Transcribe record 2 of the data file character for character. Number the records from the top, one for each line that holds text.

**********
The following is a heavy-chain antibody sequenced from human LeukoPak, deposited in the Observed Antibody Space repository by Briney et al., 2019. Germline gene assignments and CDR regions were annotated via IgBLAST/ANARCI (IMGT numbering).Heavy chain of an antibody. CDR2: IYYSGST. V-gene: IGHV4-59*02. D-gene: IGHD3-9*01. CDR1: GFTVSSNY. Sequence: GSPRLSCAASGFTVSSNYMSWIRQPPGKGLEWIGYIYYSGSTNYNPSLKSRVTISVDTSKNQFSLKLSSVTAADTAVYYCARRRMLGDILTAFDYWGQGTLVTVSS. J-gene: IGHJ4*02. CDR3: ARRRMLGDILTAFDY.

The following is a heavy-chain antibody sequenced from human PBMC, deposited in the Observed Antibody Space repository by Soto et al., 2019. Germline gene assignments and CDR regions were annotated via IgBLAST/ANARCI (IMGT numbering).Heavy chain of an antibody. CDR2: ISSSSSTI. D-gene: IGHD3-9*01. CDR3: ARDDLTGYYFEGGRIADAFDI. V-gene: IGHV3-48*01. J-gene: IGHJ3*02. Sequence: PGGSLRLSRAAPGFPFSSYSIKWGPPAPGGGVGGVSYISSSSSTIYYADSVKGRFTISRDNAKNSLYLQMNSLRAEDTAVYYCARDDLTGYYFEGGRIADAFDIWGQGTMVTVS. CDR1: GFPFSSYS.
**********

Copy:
The following is a heavy-chain antibody sequenced from human PBMC, deposited in the Observed Antibody Space repository by Soto et al., 2019. Germline gene assignments and CDR regions were annotated via IgBLAST/ANARCI (IMGT numbering).Heavy chain of an antibody. CDR2: ISSSSSTI. D-gene: IGHD3-9*01. CDR3: ARDDLTGYYFEGGRIADAFDI. V-gene: IGHV3-48*01. J-gene: IGHJ3*02. Sequence: PGGSLRLSRAAPGFPFSSYSIKWGPPAPGGGVGGVSYISSSSSTIYYADSVKGRFTISRDNAKNSLYLQMNSLRAEDTAVYYCARDDLTGYYFEGGRIADAFDIWGQGTMVTVS. CDR1: GFPFSSYS.